If it's only you working on your feature2 branch and you haven't shared it with other people, it's fine to rebase that branch before merging. You could do the following, for example:

git checkout feature2
git rebase --onto master feature1 feature2

... which will rewrite your feature2 branch, leaving it so that it consists of all the commits in feature2 since it was branched from feature1, but reapplied onto master. I suggest you use gitk --all or a similar git history viewer afterwards to check that the result of this operation is what you want.

Incidentally, this is exactly the scenario used to explain --onto in the git rebase documentation - see the paragraph beginning:

Here is how you would transplant a topic branch based on one branch to another, to pretend that you forked the topic branch from the latter branch, using rebase --onto. [...]


Updated in response to more material in the question:

Starting with your history, which looks like this:

A - B - C - D - - - - - - - - - - - - - L - M  master  
            |                          
            |               - I - J - K  feature2                  
            \              /           \
             - E - F - G - H - - - - - -N - O - P  feature1

You can get what you want by doing the following:

git checkout feature2
git rebase --onto D H feature2

This will leave you with history that looks like:

A - B - C - D - - - - - - - - - - - - - - - - - - - L - M  master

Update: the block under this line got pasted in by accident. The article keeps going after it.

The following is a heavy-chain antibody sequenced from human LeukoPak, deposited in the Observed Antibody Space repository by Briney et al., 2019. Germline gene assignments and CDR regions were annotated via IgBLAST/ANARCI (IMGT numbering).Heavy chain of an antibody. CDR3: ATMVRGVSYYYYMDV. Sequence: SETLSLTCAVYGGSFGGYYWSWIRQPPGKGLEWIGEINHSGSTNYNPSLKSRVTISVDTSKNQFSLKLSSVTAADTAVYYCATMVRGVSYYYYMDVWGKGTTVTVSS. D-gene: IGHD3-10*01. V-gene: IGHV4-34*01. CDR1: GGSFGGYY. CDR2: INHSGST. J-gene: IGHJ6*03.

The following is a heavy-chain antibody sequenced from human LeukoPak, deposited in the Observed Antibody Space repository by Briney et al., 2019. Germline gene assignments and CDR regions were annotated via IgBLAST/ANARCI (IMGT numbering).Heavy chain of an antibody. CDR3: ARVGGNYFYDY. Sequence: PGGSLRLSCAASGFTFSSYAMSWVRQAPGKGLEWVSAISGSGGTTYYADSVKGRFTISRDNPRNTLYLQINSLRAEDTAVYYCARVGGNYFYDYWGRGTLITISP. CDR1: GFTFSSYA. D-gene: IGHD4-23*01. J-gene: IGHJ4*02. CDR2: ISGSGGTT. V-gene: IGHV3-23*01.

|\
            | \ - I' J' K' feature2       I - J - K                    
            \                           /           \
             - - - - - - - E - F - G - H - - - - - -N - O - P  feature1

Before creating the merge that you want in feature1, you should note down the SHA1sum of O and P. (I'm assuming N is just a normal merge, and not an "evil merge".)

Then do a hard reset to move feature1 back to H:

git checkout feature1
git rest --hard H

Then you should have the history:

A - B - C - D - - - - - - - - - - - - - - - - - - - L - M  master  
            |\
            | \ - I' J' K' feature2
            \
             - - - - - - - E - F - G - H feature1

Now you apparently want to merge K' into feature1:

git merge K'

A - B - C - D - - - - - - - - - - - - - - - - - - - L - M  master  
            |\
            | \ - I' - J' - - - - - - - K' feature2
            \                             \
             - - - - - - - E - F - G - H - Z feature1

And finally you can cherry-pick the old O and P onto feature1 with:

git cherry-pick O
git cherry-pick P

... to leave:

A - B - C - D - - - - - - - - - - - - - - - - - - - L - M  master  
            |\